As a man who lives and breathes reform, it must be hard to choose which problems Daley would address if given a magic wand.

“As always, it depends on why you care”, he noted.

If you want something that would have a really big impact on the economy, increasing age of access to the age pension and superannuation would be it — or fixing the way tax rates, family benefits and childcare arrangements discourage mothers working.

“If I had to go for a third, I’d wind down stamp duties and ramp up land taxes, or property taxes,” he adds.

“If I had to change something because I was nervy about the Commonwealth budget — and there are plenty of reasons to be nervy about the Commonwealth budget — interestingly I’d probably also look at age of access to the age pension and super because it’s such a big deal.

“If there’s not more development in your suburb, then your children will not be able to buy a home.”

“Probably the other big ticket that’s floating around is in the means test for the age pension. … The age pension is now effectively the largest single line item in the budget. If you’re looking on the expense side that’s the very, very, very obvious place to start.”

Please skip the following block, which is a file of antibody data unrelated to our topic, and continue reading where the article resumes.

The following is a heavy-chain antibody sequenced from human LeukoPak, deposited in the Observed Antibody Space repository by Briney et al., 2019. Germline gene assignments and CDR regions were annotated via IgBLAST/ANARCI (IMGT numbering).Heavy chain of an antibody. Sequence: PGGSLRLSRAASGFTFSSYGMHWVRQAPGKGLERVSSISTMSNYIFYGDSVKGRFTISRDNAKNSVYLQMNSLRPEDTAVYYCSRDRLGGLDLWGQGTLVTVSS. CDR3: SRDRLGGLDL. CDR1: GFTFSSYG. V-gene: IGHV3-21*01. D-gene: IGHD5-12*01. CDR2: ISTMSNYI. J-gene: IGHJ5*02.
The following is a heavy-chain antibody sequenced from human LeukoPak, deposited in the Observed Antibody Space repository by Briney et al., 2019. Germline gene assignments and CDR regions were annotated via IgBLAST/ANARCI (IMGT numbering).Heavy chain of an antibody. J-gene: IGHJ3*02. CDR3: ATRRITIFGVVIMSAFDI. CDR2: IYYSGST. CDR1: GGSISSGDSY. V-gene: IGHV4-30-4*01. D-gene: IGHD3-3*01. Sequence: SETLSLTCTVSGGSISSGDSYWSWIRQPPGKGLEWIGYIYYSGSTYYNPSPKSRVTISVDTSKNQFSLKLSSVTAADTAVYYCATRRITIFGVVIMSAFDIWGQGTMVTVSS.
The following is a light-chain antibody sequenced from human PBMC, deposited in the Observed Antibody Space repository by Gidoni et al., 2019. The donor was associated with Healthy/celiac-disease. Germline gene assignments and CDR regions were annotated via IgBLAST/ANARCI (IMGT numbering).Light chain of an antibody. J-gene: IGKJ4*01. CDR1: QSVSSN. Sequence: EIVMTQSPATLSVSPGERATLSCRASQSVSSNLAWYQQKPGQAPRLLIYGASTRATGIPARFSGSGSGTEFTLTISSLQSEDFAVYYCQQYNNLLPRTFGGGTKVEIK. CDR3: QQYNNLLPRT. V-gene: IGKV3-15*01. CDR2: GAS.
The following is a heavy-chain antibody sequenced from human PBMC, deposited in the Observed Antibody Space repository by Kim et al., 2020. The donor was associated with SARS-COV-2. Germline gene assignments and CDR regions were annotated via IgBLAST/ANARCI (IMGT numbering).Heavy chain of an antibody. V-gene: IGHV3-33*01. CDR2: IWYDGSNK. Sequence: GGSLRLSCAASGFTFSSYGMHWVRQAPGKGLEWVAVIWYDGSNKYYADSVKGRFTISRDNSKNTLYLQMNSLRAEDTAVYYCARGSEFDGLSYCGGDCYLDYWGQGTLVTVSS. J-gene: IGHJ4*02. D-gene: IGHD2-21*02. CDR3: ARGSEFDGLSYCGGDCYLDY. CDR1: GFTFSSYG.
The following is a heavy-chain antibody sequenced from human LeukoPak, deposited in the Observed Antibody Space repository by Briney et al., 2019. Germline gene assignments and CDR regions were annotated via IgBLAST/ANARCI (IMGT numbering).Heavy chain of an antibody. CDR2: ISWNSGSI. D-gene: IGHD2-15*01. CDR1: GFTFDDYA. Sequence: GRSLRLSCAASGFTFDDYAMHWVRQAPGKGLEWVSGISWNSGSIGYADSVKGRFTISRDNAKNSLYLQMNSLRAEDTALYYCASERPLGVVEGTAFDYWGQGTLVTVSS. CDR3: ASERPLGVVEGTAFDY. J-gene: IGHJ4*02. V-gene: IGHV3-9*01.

And on institutional reform, it’s reducing the influence of money in politics, stymying the potential for corruption or “soft corrosion” to sway decisions.

“The one that makes the most sense is to cap campaign expenditure. Rather than trying to limit donations, you limit expenditure,” he thinks.

Daley names improvements to health and education as very big priorities in the long term, but both require many incremental tweaks that will add up to major change.

Planning is the other issue he suggests is in need of reform.